Author + information
- David A Kassa
Bertella et al. have highlighted the importance of abnormal diastolic properties in the elderly, as well as the potential value of lowering heart rate to prolong filling time. They suggest that this mechanism likely played a more important role in the improved aerobic exercise capacity observed after acute intravenous verapamil administration in healthy elderly individuals than we had credited. Although we agree that increasing diastolic filling time would likely be helpful, this mechanism did not appear to play an important role in our study.
First, verapamil did not slow rest heart rate (p = 0.14), did not significantly alter heart rate at 25-W work loads (96.8 ± 14.1 vs. 92.6 ± 19.0 beats/min at 25 W, p = 0.256) and only modestly slowed heart rate at maximal exercise levels (mean ± SD 134.1 ± 25.8 vs. 126.8 ± 21.1 beats/min, p = 0.018). The heart rate values reported in Table 2 were the mean values ± SEM, and perhaps this confusion led to the incorrect p value calculations determined by Bertella et al. Second, of the 19 study patients, verapamil slowed heart rate at maximal exercise in 12 but raised it in the others. However, none of the exercise performance variables were significantly different between these two subgroups. For example, V̇o2 at the anaerobic threshold was 13.7 ± 21% in patients with a slowed heart rate as compared with 12.3 ± 20% in the others (p = 0.887), and total exercise time also increased similarly by 6.1% and 5.5%, respectively (p = 0.926). Lastly, the effects of improved diastolic filling should have been reflected, in part, in the early peak filling rate normalized to preload (PFREDV). Yet, as we reported, PFREDV did not significantly change with verapamil, and none of the exercise performance variables significantly differed between the subgroups with increased versus decreased PFREDV after the administration of verapamil.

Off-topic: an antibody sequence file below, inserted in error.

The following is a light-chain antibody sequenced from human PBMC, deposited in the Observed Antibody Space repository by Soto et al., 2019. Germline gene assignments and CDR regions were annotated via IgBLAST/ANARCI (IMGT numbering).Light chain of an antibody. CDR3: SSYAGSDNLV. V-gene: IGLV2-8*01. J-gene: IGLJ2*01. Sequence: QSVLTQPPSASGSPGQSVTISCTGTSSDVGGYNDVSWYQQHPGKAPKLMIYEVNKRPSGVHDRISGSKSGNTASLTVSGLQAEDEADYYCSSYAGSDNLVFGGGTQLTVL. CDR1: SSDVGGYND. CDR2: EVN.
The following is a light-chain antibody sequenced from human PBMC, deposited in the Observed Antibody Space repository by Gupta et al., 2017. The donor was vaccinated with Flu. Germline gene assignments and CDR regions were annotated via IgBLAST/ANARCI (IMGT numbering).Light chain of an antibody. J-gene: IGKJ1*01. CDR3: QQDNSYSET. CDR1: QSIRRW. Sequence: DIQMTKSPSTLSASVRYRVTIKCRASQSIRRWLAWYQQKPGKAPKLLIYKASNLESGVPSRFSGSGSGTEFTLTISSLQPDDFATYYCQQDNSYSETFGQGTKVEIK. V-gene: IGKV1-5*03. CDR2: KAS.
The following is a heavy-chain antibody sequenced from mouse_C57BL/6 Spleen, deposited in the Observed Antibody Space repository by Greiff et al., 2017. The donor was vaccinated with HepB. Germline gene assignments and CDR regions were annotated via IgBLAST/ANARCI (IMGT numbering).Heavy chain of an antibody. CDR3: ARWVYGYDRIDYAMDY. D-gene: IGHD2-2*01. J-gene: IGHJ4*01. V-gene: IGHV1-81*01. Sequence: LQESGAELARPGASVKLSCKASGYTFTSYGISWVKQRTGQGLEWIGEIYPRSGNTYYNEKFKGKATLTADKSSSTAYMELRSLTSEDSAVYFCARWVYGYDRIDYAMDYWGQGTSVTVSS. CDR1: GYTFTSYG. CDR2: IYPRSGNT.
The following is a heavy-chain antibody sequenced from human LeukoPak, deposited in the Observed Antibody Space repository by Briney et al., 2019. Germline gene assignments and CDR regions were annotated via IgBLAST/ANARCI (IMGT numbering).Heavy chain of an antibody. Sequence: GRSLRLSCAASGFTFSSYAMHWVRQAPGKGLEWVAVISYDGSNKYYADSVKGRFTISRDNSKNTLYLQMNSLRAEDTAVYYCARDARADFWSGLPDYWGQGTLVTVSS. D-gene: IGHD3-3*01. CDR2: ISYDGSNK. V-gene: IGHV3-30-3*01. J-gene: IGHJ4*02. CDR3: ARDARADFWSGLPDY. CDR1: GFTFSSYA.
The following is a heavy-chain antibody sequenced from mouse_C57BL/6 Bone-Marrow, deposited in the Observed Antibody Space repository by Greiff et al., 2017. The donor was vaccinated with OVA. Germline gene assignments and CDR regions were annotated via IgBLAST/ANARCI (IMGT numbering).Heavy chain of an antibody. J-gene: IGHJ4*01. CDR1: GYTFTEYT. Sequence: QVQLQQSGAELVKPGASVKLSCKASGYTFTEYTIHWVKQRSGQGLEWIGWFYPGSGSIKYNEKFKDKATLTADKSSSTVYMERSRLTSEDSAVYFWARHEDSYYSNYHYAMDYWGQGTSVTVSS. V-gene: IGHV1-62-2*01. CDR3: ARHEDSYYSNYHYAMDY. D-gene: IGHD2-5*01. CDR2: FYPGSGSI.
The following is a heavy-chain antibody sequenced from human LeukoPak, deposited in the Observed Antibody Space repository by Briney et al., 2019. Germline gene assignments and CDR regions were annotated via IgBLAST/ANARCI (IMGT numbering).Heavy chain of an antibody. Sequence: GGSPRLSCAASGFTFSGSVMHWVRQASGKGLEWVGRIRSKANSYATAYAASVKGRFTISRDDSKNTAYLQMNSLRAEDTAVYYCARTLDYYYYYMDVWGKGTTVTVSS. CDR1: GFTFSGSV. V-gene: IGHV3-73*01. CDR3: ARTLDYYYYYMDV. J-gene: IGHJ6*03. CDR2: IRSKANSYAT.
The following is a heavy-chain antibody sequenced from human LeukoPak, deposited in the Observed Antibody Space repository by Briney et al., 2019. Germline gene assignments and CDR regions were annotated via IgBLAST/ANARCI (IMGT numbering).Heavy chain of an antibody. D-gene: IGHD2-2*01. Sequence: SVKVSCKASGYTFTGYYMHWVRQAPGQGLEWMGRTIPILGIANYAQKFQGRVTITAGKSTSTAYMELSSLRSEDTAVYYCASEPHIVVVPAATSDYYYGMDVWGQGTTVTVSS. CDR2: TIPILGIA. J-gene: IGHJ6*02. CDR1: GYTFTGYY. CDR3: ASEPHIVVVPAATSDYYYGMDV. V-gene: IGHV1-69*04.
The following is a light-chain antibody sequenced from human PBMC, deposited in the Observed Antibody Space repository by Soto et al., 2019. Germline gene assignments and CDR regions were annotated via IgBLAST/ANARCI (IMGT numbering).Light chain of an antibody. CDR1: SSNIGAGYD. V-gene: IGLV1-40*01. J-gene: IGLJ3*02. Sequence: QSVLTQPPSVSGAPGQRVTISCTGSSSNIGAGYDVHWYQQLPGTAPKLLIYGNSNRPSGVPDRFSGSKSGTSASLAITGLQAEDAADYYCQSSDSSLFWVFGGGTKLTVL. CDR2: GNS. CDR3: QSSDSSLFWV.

Recent evidence (1) suggests that the elderly may not have the marked deficiencies of diastolic suction or early elastic recoil that Bertella et al. propose. These studies have utilized tagged magnetic resonance imaging to quantify early diastolic untwisting, a behavior generally accepted to reflect recoil properties. Rather than being absent, ventricular untwisting appears to be similar if not even slightly enhanced in the elderly. Clearly, diastolic abnormalities occur in the aged heart, but their cause is multifactorial and may not be due to an absence diastolic suction. As our study suggests, these changes are not necessarily the primary limiting factors in determining exertional efficiency and performance in the elderly.
- American College of Cardiology
- ↵Dong SJ, Buffer SA, Fleg JL, Hees PS, Weiss JL, Shapiro EP. Recoil rate and early diastolic function are coupled in the young but not the elderly. Circulation 1996;94 Suppl I:I-681.